The best food sources of omega-3 and omega-6

Kelsey Brown, BSc


August 31, 2023

Our newest trait release PUFA metabolism and inflammation (FADS1) looks at how we convert polyunsaturated fatty acids (PUFAs) from our diet into omega-3 and omega-6 PUFAs which can impact inflammation, immunity, and brain development. In this article, we’ll provide some deeper insight into what omega-3 and omega-6 are, where we can get these essential nutrients, and their impact on the body.

Polyunsaturated fatty acids (PUFAs)  

PUFAs are a group of nutrients that are important for brain development, they regulate the structure and function of neurons (nerve cells that send and receive signals in your brain) and play a role in neuronal survival, helping these cells to survive. PUFAs also play a role in the regulation of inflammatory responses such as brain inflammation and help to regulate the body's immune responses. Due to their role in inflammatory and immune responses, PUFAs can impact an individual’s risk of cardiovascular diseases, diabetes and other diseases linked to chronic inflammation. 

Two types of PUFA, which are important nutrients for our health, are omega-6 and omega-3. There are many forms of omega fatty acids, omega-3 fatty acids include alpha-linoleic acid (ALA), eicosapentaenoic acid (EPA), and docosahexaenoic acid (DHA). ALA is known as an essential fatty acid, it isn’t produced in our body so needs to be obtained through our diet. The FADS1 enzyme helps to convert ALA from omega-3-rich foods into two other omega-3 fatty acids, EPA and DHA. An essential omega-6 fatty acid is linoleic acid which is obtained through our diet and converted into another omega-6 fatty acid arachidonic acid (AA) by the FADS1 enzyme. Excessively high levels of AA are associated with increased levels of inflammatory markers and a greater risk of coronary artery disease.   

Benefits of omega-3 and omega-6 intake

Omega-3 PUFAs such as DHA and EPA are generally known to inhibit inflammation and platelet aggregation (where platelets form together to promote blood clotting) and enhance vasodilation - the widening of arteries and blood vessels to help to promote blood flow, helping to maintain cardiac and vascular function. These PUFAs are seen as a beneficial dietary intervention to help prevent and treat cardiovascular disease. 

Omega-6 PUFAs can help to improve cardiovascular health. These PUFAs have an opposing role to omega-3 fatty acids, whereby they help to enhance inflammation, platelet aggregation and vasoconstriction (narrowing of the arteries and blood vessels). High intakes of omega-6 can promote inflammation and, if coupled with low consumption of omega-3 consumption, can lead to poor heart health. There is more evidence to support a more favourable effect of omega-3 than omega-6 on helping to reduce cardiovascular disease risk. Therefore, it is important to get the right proportions of both omega-3 and omega-6 in your diet.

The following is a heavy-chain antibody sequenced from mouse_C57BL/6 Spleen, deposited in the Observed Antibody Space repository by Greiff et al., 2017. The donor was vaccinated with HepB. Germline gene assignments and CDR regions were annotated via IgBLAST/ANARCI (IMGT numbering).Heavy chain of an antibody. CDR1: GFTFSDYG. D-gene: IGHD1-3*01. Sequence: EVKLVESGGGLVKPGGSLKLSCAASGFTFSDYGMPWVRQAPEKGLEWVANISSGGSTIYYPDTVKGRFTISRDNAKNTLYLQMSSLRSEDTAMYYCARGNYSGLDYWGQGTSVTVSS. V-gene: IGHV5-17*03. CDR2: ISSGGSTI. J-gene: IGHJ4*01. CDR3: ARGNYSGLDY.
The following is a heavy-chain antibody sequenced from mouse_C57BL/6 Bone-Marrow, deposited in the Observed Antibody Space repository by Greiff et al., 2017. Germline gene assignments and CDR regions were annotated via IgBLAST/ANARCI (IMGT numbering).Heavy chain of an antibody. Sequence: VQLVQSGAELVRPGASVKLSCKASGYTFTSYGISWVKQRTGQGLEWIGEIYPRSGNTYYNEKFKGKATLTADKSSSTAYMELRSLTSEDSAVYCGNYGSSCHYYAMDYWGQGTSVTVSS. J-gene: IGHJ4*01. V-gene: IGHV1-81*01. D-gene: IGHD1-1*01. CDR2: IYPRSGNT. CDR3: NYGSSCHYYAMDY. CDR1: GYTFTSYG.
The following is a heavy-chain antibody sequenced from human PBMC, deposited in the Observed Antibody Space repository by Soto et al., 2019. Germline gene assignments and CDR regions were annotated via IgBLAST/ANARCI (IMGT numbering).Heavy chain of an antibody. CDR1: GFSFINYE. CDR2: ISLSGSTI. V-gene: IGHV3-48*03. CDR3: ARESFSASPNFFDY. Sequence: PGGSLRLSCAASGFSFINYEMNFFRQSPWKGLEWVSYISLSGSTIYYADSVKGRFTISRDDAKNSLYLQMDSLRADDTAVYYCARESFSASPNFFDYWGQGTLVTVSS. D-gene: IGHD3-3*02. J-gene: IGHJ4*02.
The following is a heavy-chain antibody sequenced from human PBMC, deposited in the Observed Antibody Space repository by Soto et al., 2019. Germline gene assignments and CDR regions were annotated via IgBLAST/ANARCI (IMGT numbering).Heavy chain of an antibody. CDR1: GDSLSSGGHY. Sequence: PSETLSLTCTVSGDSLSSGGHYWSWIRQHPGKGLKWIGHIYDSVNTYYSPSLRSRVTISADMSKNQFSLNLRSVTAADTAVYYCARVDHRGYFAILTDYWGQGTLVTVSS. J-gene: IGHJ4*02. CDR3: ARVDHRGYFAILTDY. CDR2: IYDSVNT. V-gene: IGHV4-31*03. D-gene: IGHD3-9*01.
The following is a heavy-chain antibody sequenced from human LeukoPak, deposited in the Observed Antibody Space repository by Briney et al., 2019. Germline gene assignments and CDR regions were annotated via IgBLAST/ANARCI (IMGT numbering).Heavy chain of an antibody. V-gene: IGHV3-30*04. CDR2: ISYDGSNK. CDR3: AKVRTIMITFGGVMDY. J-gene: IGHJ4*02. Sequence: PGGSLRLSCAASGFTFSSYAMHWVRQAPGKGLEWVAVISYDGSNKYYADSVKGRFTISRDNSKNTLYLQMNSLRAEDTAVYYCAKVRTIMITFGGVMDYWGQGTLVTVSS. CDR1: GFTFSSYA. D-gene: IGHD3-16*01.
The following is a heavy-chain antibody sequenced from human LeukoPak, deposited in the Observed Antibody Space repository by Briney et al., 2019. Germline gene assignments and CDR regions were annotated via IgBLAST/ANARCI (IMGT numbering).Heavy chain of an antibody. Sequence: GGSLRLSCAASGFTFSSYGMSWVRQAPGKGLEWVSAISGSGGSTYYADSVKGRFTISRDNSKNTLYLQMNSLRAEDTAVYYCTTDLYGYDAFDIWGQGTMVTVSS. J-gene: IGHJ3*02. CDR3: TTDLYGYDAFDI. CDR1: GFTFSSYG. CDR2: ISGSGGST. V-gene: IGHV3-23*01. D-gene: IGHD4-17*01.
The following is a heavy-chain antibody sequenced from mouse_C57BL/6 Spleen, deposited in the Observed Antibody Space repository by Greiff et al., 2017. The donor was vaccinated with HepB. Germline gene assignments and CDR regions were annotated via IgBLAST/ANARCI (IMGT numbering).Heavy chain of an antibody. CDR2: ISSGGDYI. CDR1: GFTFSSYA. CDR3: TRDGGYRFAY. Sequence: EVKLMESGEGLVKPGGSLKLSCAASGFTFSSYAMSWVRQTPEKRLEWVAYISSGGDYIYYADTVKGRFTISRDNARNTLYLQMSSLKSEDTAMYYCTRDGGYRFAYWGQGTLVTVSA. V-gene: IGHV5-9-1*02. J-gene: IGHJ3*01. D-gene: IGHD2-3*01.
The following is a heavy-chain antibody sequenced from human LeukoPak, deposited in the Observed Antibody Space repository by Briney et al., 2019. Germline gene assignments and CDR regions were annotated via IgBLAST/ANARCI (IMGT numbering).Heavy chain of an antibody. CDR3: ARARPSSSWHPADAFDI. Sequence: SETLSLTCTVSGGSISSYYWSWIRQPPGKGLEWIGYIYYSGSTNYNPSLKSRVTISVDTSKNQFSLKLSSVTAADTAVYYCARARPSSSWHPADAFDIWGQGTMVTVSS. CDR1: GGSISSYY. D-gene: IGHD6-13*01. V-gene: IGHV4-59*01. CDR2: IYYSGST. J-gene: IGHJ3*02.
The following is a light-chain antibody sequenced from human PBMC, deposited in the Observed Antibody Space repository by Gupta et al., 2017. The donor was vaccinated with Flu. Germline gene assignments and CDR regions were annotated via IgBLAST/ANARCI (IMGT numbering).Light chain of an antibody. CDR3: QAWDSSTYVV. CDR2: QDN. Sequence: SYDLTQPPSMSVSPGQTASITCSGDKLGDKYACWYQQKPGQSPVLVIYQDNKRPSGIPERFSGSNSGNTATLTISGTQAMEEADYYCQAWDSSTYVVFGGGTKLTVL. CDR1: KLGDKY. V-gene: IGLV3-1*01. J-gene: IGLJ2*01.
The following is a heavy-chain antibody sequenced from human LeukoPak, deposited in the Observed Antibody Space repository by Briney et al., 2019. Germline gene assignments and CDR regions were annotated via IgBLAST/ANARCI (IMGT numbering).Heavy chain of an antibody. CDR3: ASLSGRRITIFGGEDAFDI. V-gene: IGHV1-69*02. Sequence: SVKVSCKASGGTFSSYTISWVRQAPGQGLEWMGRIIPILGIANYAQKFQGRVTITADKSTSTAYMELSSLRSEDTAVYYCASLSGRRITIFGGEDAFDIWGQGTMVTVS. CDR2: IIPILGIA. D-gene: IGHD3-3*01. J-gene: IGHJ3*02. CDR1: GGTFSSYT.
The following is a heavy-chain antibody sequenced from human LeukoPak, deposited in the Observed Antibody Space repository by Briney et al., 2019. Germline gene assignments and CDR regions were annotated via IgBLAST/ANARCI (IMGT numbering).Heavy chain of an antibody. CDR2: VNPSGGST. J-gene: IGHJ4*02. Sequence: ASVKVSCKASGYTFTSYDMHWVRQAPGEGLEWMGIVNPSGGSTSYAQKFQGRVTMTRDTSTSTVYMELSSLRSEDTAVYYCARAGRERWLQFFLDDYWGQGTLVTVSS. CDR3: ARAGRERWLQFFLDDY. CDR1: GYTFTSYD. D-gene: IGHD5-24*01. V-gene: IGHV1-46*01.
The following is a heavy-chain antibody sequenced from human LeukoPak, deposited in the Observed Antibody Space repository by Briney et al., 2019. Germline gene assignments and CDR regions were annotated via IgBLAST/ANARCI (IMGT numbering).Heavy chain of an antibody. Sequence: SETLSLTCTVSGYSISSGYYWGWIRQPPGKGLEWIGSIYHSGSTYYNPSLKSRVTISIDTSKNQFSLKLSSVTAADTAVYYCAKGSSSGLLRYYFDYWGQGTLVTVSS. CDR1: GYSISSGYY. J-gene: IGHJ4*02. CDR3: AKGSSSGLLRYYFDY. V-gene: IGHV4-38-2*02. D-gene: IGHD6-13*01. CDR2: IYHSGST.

Western diets are known to have excessively high levels of omega-6 due to their content of processed foods and limited intake of oily fish. The recommended ratio of omega-6 to omega-3 is 4:1, whereas in Western diets this ratio can be as high as 25:1. Consuming an excessively high omega-6:omega:3 ratio is thought to contribute to the increasing incidence of inflammatory diseases and cardiovascular diseases.

Sources of omega-3 and omega-6

The Food and Nutrition Board of the Institute of Medicine recommends that an adequate daily intake of omega-3 is 1.6 g for men and 1.1 g for women. The American Heart Association recommends an intake of 5-10% of total energy intake from omega-6 PUFAs: for an intake of 2000 calories, this equates to 11-22 g a day. 

Although you can get an adequate amount of omega-3 and omega-6 fatty acids from your diet, there are also supplements available that provide a beneficial amount of omega-3, 6 and 9 PUFAs. Below are some dietary sources of omega-3 and omega-6 PUFAs. 


  • Salmon
  • Herring 
  • Mackerel 
  • Sardines 
  • Fish oil 
  • Flaxseed oil
  • Flaxseeds 
  • Walnuts
  • Chia seeds

A 3 oz serving of sardines can have around 2 g of EPA and DHA, so would provide enough omega-3 for the daily adequate amount. The same size serving of herring would provide around 1.5 g of EPA and DHA, so is also a good daily source. 30 g of walnuts contains around 1.8 mg of ALA and a 15 g serving of chia seeds can contain roughly 2.6 g of ALA. Therefore, if eating the right foods (fatty fish, nuts and seeds), it can be easy to get enough omega-3 each day. 


  • Safflower oil 
  • Sunflower oil 
  • Corn oil
  • Soybean oil 
  • Sunflower seeds 
  • Walnuts
  • Pumpkin seeds 

A tablespoon of sunflower oil contains around 9.3 g of omega-6 fatty acids and a tablespoon of sunflower oil contains 8.9 g. A 30 g serving of walnuts can contain around 10.8 g of omega-6 fatty acids. Eating walnuts can be a good way to get both omega-3 and omega-6 into your system. While good sources of omega-6, be wary of consuming too much of these vegetable oils, as they contain little to no omega-3 and may cause you to consume an unhealthy ratio of omega-6 to omega-3 PUFAs.

Omega-6 can be found in high amounts in fried or processed foods containing corn or soybean oil, so if consuming large amounts of these foods, it is important to balance this out by getting enough omega-3 from fatty fish, seeds and nuts, or limit your intake where possible. 


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Kelsey Brown, BSc

Kelsey holds a BSc in Sport and Exercise Science (University of Winchester) and works as a part of the science team, carrying out research for trait and action creation and blog content. She plays netball for her local team and after enjoying learning her wedding dance so much has started Latin and Ballroom dance classes with her husband.

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